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Spatiotemporal modelling of hormonal crosstalk explains the level and patterning of hormones and gene expression in Arabidopsis thaliana wildtype and mutant roots.

Moore, S. and Zhang, X. and Mudge, A. and Rowe, J. and Topping, J. and Liu, J. and Lindsey, K. (2015) 'Spatiotemporal modelling of hormonal crosstalk explains the level and patterning of hormones and gene expression in Arabidopsis thaliana wildtype and mutant roots.', New phytologist., 207 (4). pp. 1110-1122.


Patterning in Arabidopsis root development is coordinated via a localized auxin concentration maximum in the root tip, requiring the regulated expression of specific genes. However, little is known about how hormone and gene expression patterning is generated. Using a variety of experimental data, we develop a spatiotemporal hormonal crosstalk model that describes the integrated action of auxin, ethylene and cytokinin signalling, the POLARIS protein, and the functions of PIN and AUX1 auxin transporters. We also conduct novel experiments to confirm our modelling predictions. The model reproduces auxin patterning and trends in wild-type and mutants; reveals that coordinated PIN and AUX1 activities are required to generate correct auxin patterning; correctly predicts shoot to root auxin flux, auxin patterning in the aux1 mutant, the amounts of cytokinin, ethylene and PIN protein, and PIN protein patterning in wild-type and mutant roots. Modelling analysis further reveals how PIN protein patterning is related to the POLARIS protein through ethylene signalling. Modelling prediction of the patterning of POLARIS expression is confirmed experimentally. Our combined modelling and experimental analysis reveals that a hormonal crosstalk network regulates the emergence of patterns and levels of hormones and gene expression in wild-type and mutants.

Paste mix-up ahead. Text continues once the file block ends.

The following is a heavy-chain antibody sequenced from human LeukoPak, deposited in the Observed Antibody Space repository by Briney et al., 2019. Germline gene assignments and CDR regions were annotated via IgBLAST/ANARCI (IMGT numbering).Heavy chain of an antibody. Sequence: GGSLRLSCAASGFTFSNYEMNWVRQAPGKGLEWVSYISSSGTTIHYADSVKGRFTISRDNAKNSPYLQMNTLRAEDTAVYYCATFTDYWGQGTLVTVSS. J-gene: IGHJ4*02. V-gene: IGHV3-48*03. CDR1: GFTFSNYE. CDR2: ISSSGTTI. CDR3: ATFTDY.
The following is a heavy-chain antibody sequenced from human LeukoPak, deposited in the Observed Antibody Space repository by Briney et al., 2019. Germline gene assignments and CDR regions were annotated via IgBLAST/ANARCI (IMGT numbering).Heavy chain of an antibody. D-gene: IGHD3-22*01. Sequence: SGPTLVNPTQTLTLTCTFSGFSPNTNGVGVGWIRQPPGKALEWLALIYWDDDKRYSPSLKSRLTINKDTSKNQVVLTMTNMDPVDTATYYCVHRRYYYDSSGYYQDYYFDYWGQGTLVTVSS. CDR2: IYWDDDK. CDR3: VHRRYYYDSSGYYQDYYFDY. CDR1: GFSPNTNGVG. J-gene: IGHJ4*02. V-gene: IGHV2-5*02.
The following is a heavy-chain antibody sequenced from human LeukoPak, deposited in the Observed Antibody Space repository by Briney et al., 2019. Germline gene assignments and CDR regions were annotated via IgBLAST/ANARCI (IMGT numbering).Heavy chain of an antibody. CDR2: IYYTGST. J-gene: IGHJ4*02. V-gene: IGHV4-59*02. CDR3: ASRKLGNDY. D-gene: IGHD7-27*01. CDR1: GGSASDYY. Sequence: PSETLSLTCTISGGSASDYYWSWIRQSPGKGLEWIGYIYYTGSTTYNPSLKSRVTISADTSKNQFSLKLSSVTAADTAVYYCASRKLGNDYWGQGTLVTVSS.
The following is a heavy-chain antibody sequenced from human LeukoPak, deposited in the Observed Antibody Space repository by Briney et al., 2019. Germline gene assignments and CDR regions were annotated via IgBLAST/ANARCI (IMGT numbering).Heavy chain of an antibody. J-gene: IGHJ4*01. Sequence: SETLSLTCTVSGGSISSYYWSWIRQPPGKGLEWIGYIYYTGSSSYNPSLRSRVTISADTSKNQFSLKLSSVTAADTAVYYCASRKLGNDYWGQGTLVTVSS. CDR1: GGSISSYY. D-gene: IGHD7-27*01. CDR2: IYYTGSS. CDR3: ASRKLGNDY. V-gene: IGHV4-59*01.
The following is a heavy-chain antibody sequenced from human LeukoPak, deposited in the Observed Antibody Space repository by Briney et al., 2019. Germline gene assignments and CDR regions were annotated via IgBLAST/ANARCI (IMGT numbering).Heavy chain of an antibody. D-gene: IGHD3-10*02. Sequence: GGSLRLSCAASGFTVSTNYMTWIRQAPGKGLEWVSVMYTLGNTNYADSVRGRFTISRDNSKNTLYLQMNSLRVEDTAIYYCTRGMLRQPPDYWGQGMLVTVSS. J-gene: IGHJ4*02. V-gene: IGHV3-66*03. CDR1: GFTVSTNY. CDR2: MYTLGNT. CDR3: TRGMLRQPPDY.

Item Type:Article
Keywords:Hormonal crosstalk, Mathematical modelling, Mutant roots, Patterning of auxin, PIN proteins, PLS peptide, Root development.
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Publisher statement:This is an open access article under the terms of the Creative Commons Attribution License, which permits use, distribution and reproduction in any medium, provided the original work is properly cited.
Date accepted:20 March 2015
Date deposited:06 August 2015
Date of first online publication:23 April 2015
Date first made open access:No date available

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